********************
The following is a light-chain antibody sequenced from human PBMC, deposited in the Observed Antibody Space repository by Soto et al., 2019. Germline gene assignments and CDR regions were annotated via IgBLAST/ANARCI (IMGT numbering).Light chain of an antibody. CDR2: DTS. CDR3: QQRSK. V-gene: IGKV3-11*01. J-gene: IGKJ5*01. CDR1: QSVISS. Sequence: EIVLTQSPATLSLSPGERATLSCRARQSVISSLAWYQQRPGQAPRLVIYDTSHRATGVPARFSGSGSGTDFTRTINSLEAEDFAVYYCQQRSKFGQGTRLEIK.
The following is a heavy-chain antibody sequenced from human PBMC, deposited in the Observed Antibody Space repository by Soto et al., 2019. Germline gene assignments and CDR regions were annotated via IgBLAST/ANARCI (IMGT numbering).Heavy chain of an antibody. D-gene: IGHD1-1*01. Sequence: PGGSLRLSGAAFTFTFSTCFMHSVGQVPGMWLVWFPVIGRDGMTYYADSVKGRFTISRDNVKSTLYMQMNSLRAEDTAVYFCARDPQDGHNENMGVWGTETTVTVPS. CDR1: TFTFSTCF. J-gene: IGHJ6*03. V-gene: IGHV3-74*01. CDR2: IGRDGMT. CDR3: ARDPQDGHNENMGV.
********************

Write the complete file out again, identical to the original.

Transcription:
The following is a light-chain antibody sequenced from human PBMC, deposited in the Observed Antibody Space repository by Soto et al., 2019. Germline gene assignments and CDR regions were annotated via IgBLAST/ANARCI (IMGT numbering).Light chain of an antibody. CDR2: DTS. CDR3: QQRSK. V-gene: IGKV3-11*01. J-gene: IGKJ5*01. CDR1: QSVISS. Sequence: EIVLTQSPATLSLSPGERATLSCRARQSVISSLAWYQQRPGQAPRLVIYDTSHRATGVPARFSGSGSGTDFTRTINSLEAEDFAVYYCQQRSKFGQGTRLEIK.
The following is a heavy-chain antibody sequenced from human PBMC, deposited in the Observed Antibody Space repository by Soto et al., 2019. Germline gene assignments and CDR regions were annotated via IgBLAST/ANARCI (IMGT numbering).Heavy chain of an antibody. D-gene: IGHD1-1*01. Sequence: PGGSLRLSGAAFTFTFSTCFMHSVGQVPGMWLVWFPVIGRDGMTYYADSVKGRFTISRDNVKSTLYMQMNSLRAEDTAVYFCARDPQDGHNENMGVWGTETTVTVPS. CDR1: TFTFSTCF. J-gene: IGHJ6*03. V-gene: IGHV3-74*01. CDR2: IGRDGMT. CDR3: ARDPQDGHNENMGV.